Eric Christensen, a lawyer for a Seattle-area utility (and formerly a lawyer for the Federal Energy Regulatory Commission), is quoted several times in this story about how "Enron traders derided users."
Here's one of the juicy quotes transcribed by the utility:
In one transcript, a trader asks about "all the money you guys stole from those poor grandmothers of California."OK, here's another one, from a different news story:
To which the Enron trader responds, "Yeah, Grandma Millie, man. But she's the one who couldn't figure out how to (expletive) vote on the butterfly ballot."
"Yeah, now she wants her (expletive) money back for all the power you've charged right up -- jammed right up her (expletive) for (expletive) 250 dollars a megawatt-hour," the first trader says.
"He just f---s California," says one Enron employee. "He steals money from California to the tune of about a million."Eric is also quoted in this story:
"Will you rephrase that?" asks a second employee.
"OK, he, um, he arbitrages the California market to the tune of a million bucks or two a day," replies the first.
"This is the evidence we've all been waiting for. This proves they manipulated the market," said Eric Christensen, a spokesman for the utility.Eric was a great researcher, even in college. He and his colleagues were certainly determined:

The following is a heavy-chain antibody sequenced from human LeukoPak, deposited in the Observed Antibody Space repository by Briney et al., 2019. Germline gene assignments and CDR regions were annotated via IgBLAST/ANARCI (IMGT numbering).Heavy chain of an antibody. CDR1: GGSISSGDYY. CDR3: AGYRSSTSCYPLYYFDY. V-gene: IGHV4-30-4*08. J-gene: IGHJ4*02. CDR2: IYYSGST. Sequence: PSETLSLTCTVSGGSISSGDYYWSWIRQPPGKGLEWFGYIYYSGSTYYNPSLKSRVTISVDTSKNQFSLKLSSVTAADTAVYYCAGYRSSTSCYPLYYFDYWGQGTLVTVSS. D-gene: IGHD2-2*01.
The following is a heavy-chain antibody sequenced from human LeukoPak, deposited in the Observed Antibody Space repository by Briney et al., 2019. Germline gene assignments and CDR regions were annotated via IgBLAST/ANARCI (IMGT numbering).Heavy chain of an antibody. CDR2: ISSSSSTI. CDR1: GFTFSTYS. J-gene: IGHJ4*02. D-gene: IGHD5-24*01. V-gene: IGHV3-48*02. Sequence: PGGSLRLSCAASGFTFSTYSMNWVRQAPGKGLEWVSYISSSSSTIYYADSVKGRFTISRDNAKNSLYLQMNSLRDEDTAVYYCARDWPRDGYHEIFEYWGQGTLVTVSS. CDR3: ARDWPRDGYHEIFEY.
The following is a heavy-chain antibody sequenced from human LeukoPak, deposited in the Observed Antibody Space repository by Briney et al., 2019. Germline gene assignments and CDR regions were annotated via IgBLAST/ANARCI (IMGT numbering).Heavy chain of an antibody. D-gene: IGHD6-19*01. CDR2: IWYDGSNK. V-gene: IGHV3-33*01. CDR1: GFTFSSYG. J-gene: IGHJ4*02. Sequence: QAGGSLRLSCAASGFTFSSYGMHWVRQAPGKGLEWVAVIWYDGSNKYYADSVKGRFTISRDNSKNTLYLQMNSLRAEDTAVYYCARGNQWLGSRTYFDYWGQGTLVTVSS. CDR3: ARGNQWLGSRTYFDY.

Snohomish County PUD consultants listened to about 1,000 hours of phone conversations, which were recorded in August, September and December 2000 and January 2001, said Eric Christensen, assistant general council for the PUD. Additional conversations likely took place by cell phones, online instant messaging and Internet chat rooms, which traders used to conduct business.Way to go Eric!
The PUD filed transcripts of about 80 phone conversations with the FERC, Christensen said. The utility made nine of the conversations public online.
Now, does Enron have any assets?
Note: In his senior year, Eric debated with Jim Reed, who is now something of a health law expert.